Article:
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The SJPL cell line was reported and described as an immortalized porcine lung epithelial cell line suitable for influenza virus replication by Seo et al. (5) and has been available to researchers through ATCC (American Type Culture Collection) cell depositary services (deposit date, 5 April 2001; assigned accession number, PTA-3256) following a material transfer agreement. Recent findings indicate that the SJPL cell line is not of porcine origin but is more likely of monkey origin.
The percentage of acrosomic and telocentric chromosomes of the SJPL cell line obtained from ATCC was determined, and the findings were compared to what would be expected for a normal pig karyotype, as well as for a normal green monkey karyotype (Table (Table1).1). The domestic pig karyotype consists of 19 pairs of chromosomes (38 chromosomes in total), including 6 pairs of telocentric chromosomes and 2 pairs of chromosomes that can be classified as acrocentric (3). The African green monkey karyotype consists of 30 pairs of chromosomes (60 chromosomes in total), including 10 pairs of acrocentric chromosomes and no telocentric chromosomes (2). Acrocentric refers to the chromosomal configuration wherein the centromere is situated very close to one end of the chromosome, such that the short arm (p) is very small but still present, while telocentric refers to a chromosome configuration wherein the centromere is located at the terminal end of the chromosome, such that there is no short arm. Following karyotype analysis of SJPL cells obtained from ATCC, an absence of the characteristic porcine telocentric chromosomes, and a higher-than-expected ratio of acrocentric chromosomes per metaphase spread (25.5% for SJPL cells compared to 10.5% for porcine cells) were observed (Table (Table1).1). Overall, the acrocentric and telocentric chromosome ratios were more closely related to the monkey karyotype than to the porcine karyotype (Table (Table1).1). Furthermore, similar calculated acrocentric and telocentric chromosome ratios of the SJPL cells could be obtained after reevaluation of a chromosome analysis performed at the Core Cytogenetics Laboratory of St. Jude Children's Research Hospital in 2002 (Table (Table1).1). Consequently, the obtained results raise questions concerning the porcine origin of the SJPL cells.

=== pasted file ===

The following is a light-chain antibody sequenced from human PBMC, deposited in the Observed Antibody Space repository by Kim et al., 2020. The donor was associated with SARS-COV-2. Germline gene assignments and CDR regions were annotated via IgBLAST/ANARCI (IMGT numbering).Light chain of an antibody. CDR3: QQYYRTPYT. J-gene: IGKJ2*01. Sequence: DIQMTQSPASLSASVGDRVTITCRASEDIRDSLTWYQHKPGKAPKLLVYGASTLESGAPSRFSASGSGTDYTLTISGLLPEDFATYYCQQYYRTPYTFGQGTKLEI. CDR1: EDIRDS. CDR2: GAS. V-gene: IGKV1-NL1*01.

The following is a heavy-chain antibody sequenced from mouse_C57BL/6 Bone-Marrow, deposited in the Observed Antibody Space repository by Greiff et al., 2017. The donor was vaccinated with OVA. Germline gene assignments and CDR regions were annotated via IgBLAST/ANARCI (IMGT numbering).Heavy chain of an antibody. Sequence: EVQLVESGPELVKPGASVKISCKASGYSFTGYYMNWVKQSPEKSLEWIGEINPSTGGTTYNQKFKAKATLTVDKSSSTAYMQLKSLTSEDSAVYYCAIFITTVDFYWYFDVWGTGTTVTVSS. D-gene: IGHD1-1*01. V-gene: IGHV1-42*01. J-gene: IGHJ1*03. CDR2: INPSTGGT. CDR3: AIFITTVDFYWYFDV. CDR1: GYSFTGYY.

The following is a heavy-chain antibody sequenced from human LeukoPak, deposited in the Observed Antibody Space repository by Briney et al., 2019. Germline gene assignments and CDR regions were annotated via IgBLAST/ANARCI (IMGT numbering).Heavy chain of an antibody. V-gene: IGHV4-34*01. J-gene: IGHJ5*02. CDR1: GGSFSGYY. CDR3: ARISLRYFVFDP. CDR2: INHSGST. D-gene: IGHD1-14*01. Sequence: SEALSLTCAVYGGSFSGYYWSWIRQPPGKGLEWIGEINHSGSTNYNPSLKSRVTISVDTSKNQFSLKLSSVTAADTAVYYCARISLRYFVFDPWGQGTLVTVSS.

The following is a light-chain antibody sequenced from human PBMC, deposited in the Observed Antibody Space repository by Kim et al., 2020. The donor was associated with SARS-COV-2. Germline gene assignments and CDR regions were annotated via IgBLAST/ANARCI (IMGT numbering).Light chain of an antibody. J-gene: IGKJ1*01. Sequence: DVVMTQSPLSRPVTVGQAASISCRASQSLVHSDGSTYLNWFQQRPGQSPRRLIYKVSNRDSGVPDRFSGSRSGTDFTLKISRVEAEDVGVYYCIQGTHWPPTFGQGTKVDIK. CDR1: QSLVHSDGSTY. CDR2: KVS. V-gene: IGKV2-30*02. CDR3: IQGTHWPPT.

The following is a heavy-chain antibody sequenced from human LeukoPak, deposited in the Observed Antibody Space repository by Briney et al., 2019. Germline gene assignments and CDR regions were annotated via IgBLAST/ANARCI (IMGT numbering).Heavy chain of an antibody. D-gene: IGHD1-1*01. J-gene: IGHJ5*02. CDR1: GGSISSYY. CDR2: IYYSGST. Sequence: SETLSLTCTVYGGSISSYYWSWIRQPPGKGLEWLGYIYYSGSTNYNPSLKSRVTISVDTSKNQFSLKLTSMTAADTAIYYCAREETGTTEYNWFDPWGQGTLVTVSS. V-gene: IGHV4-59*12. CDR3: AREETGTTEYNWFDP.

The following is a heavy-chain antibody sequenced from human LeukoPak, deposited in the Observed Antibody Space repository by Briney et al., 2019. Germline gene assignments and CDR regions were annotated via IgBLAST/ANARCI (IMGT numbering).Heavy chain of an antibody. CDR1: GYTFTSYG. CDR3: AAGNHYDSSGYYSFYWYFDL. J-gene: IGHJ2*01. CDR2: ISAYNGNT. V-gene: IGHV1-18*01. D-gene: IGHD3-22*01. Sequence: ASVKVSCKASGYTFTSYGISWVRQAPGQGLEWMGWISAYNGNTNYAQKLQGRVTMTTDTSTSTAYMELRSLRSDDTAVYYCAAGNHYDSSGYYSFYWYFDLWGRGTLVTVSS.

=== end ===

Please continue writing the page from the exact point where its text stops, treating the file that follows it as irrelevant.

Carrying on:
To further determine the species origin of the SJPL cell line, primers were designed to amplify by PCR a portion of the P53 gene to verify the genomic DNA sequences of the SJPL cells compared to genomic DNA sequences of other cell types such as PK15 cells (porcine origin) and MARC-145 cells (African green monkey origin). As shown in Table Table2,2, the P53 genomic sequence of the SJPL cells obtained from ATCC was more related to the MARC-145 monkey cell and human nucleotide sequences (100% and 95.2% nucleotide identities, respectively) compared to PK15 cells and pig nucleotide sequences (78.8% nucleotide identity for both). Based on chromosome analyses and genomic sequence analyses, the SJPL cells received from ATCC are not of pig origin but are more genomically related to monkey cells.